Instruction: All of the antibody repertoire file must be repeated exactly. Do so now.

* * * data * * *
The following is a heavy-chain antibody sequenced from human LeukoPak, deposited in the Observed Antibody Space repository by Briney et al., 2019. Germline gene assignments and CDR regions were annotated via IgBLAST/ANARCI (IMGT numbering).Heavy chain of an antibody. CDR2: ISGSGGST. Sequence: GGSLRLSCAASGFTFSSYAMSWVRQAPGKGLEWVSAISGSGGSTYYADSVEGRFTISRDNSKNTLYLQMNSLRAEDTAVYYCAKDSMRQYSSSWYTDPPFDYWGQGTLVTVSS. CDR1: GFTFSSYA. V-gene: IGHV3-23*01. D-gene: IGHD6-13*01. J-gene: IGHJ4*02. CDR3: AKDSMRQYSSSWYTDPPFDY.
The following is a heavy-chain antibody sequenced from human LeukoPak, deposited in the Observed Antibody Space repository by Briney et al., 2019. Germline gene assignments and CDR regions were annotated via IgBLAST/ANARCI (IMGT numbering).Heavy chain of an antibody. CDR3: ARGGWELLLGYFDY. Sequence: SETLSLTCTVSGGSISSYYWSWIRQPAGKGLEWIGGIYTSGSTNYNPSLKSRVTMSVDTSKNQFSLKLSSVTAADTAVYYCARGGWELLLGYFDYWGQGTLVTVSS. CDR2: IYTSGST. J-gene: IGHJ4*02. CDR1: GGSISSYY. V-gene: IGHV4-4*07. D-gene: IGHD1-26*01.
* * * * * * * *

The following is a heavy-chain antibody sequenced from human LeukoPak, deposited in the Observed Antibody Space repository by Briney et al., 2019. Germline gene assignments and CDR regions were annotated via IgBLAST/ANARCI (IMGT numbering).Heavy chain of an antibody. CDR2: ISGSGGST. Sequence: GGSLRLSCAASGFTFSSYAMSWVRQAPGKGLEWVSAISGSGGSTYYADSVEGRFTISRDNSKNTLYLQMNSLRAEDTAVYYCAKDSMRQYSSSWYTDPPFDYWGQGTLVTVSS. CDR1: GFTFSSYA. V-gene: IGHV3-23*01. D-gene: IGHD6-13*01. J-gene: IGHJ4*02. CDR3: AKDSMRQYSSSWYTDPPFDY.
The following is a heavy-chain antibody sequenced from human LeukoPak, deposited in the Observed Antibody Space repository by Briney et al., 2019. Germline gene assignments and CDR regions were annotated via IgBLAST/ANARCI (IMGT numbering).Heavy chain of an antibody. CDR3: ARGGWELLLGYFDY. Sequence: SETLSLTCTVSGGSISSYYWSWIRQPAGKGLEWIGGIYTSGSTNYNPSLKSRVTMSVDTSKNQFSLKLSSVTAADTAVYYCARGGWELLLGYFDYWGQGTLVTVSS. CDR2: IYTSGST. J-gene: IGHJ4*02. CDR1: GGSISSYY. V-gene: IGHV4-4*07. D-gene: IGHD1-26*01.